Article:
Day 11 - We woke up in the morning to an odd sound and peeked out the curtains to see that the elk herd of yesterday had wandered down to the campground and they were just outside the van:
Photographed through the dirty window. I wasn’t going out there! Turns out the odd sound was this:
Mr. Very Large Bull Elk trumpeting his success at having attracted such an immense harem! Can you imagine how the poor guy in that little orange tent felt? He crawled out later after the herd wandered further away looking just a bit dazed.
After that exciting awakening we packed up and travelled about 15 miles south to Norris Junction. On the way we stopped here:
Roaring Mountain is right on the road and it was really steaming in the cool morning air. It actually does make a roar with steam vents all over it. The pool in front was dry but apparently sometimes fills up with hot water. You never know where you’ll come across steam vents in this park. Even at the side of a river. There are many areas where you aren’t allowed to walk for your own safety. People have been killed here by stepping in the wrong place. They even occasionally have to move the boardwalks when it gets too hot under them.
After securing a campsite at Norris, we decided to take a side trip to the eastern area, about 12 miles away. Yellowstone is actually a huge volcano caldera and has a large loop road that goes all the way around to the best sights:
This is apparently the most photographed waterfall in the world, in Yellowstone’s Grand Canyon. So of course we dutifully took our turn with the cameras! The canyon is quite spectacular and we took advantage of trails on both sides of it including right up to the top of this same waterfall. We also drove further south to Canary Springs and Mud Volcano:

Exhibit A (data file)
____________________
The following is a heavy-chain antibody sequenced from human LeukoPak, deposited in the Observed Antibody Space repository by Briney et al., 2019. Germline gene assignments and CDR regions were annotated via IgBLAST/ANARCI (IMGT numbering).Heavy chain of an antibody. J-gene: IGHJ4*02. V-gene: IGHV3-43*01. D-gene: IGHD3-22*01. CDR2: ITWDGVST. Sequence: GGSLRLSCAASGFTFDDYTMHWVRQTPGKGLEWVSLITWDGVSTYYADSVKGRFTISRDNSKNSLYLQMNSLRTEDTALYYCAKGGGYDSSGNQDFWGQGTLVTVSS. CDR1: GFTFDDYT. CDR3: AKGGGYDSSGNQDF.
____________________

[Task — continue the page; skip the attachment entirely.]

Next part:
That’s about 15 or 20 feet across just to give you some perspective. It “blurbs”! There’s a number of other geothermic features here too including this favourite:
Dragon Mouth Spring. It roars and puffs out steam so that you might think a dragon lived in the cave! Across the road Canary Spring is bright yellow from sulphur and is the most acidic pool in the whole park. You had to watch out, even the parking lots have hot spots here:
When we got back to Norris, it has its own geyser basin so we went to check it out too. This an overlook of the lower section, Porcelain Basin:
The pale colours are delicate on the white geyserite and acid-leached lava: greens, peaches and yellows from the bacterial mats, turquoise blues in the pools from refracted light. Coupled with the sounds of steam vents, including serious one that roared like a jet engine, and droplets of water condensing like sprinkles on your head, it was a most amazing place and we followed the boardwalks everywhere. The upper section, Back Basin, had lots more pools and geysers, including the well-known Steamboat Geyser, which steams and spouts innocently but is actually the world’s largest – except that it hasn’t gone off since 2005. No, it didn’t do it for us while we were watching either. Another one, Porkchop Geyser, was a continuous spouter until 1989 when it exploded. Now it’s just a steaming pool with jagged boulders. It was fascinating to learn that every feature has an individual character and that they change! Maybe today, maybe in 1,000 years. Or 100,000.
Gee-whiz. Here I’ve only gotten through 2 days’ worth this time! There’s so much more and we haven’t even gotten to Old Faithful yet. More when I get the right photos sorted out. I’ve got to get out to the garden while the getting is good. I managed to get the greenhouse cleaned out and the dead summer squashes and cukes composted. Much more awaits and Ruby is all charged up with podcasts to listen to as I work.